The following demurrer was interposed to the bill of complaint:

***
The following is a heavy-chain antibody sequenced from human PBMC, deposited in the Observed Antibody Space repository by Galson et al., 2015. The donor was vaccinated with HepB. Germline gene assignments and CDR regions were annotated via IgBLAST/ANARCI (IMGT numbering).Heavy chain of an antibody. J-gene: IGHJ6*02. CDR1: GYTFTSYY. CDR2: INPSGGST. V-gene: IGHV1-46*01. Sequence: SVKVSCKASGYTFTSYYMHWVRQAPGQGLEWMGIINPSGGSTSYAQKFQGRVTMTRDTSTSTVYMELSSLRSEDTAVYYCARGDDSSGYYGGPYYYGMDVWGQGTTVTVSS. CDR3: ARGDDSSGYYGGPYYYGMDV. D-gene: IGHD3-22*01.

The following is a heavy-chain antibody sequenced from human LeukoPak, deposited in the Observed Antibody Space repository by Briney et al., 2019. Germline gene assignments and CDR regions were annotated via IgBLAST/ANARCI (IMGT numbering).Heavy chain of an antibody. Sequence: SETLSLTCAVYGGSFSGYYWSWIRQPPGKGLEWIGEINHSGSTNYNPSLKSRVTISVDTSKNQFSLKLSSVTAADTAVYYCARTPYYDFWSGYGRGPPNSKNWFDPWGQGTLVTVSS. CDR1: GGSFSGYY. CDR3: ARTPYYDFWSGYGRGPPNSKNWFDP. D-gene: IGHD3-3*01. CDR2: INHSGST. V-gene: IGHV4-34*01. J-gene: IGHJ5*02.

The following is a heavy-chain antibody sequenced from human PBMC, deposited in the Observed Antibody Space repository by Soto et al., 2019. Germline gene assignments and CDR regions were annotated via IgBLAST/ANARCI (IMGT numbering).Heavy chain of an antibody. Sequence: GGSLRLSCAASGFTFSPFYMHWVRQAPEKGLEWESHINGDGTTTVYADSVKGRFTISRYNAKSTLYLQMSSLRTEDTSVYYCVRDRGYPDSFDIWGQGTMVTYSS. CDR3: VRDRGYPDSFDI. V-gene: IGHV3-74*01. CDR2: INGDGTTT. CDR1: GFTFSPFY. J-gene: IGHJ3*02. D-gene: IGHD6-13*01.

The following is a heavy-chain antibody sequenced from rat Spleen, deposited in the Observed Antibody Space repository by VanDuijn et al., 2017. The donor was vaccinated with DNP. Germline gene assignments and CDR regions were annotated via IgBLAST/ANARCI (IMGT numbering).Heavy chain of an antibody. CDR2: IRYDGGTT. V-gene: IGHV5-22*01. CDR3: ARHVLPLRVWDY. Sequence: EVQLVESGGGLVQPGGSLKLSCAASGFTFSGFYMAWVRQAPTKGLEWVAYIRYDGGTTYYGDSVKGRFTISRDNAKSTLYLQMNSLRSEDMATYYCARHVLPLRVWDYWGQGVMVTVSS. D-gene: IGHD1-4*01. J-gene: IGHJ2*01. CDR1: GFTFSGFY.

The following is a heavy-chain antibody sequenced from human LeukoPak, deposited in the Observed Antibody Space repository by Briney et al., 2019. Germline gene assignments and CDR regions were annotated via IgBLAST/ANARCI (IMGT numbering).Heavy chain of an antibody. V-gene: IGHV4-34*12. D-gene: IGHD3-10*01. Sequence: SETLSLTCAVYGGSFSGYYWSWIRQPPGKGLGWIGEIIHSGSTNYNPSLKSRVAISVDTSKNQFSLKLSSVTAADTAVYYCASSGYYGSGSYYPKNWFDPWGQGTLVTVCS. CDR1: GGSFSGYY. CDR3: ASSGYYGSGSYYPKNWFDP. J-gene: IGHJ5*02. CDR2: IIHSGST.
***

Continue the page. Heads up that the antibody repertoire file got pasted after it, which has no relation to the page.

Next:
In the circuit court, after the receipt of the mandate of the circuit court of appeals, plaintiffs objecting and excepting, the defendants, in accordance with leave granted, amended the averments of citizenship in the petition for removal so as to cause them to be in all respects adequate. Subsequently, upon grounds which it is not necessary to state, plaintiffs [217 U.S. 257, 263] filed a paper styled a demurrer to portions of the answer of the defendants, and pleas of res judicata and estoppel. The case was tried the second time to a jury in October, 1906. During the progress of the trial the deposition of J. A. Lovett, one of the original vendors of Knight, was offered by the defendants. The testimony tended to show that the note for $ 14,500, described in the act of sale by which Knight had acquired the property as having been given as part of the purchase price, had not been paid by him prior to the death of his first wife, and that it had subsequently been paid out of the purchase price realized from the various sales which were assailed, and that the amount was therefore a debt of the community, and the plaintiffs, as heirs of their mother, could not attack the sales without tendering their share of the community debt, which had been paid as the result of the sales. This testimony was excluded by the court, because, among other reasons, it was held not to be competent under the defenses made in the answers. Thereupon the defendants requested to be allowed to amend on the ground that, on the former trial, the testimony had been admitted as within the issues arising from the answers, and that the defendants 'therefore took no steps to provide for the contingency of a change in the opinion of the court by amending their answers so as to clearly make such defenses admissible.' To the action of the court in refusing to allow this amendment an exception was taken. Differing from the first trial, there was a verdict in favor of the plaintiffs, upon which judgment was entered. Various exceptions additional to those to which we have just referred were taken by the defendants. Without going into detail, it suffices to say that these exceptions were varied in character, embracing all the defenses made in the answers, and covered rulings of the court on the admission and rejection of evidence and the refusal to give requested instructions. On error the case again went to the circuit court of appeals for the fifth circuit, and as the result of the numerous exceptions taken below, the assign- [217 U.S. 257, 264] ments of error in substance presented for decisions the many questions raised in the trial court.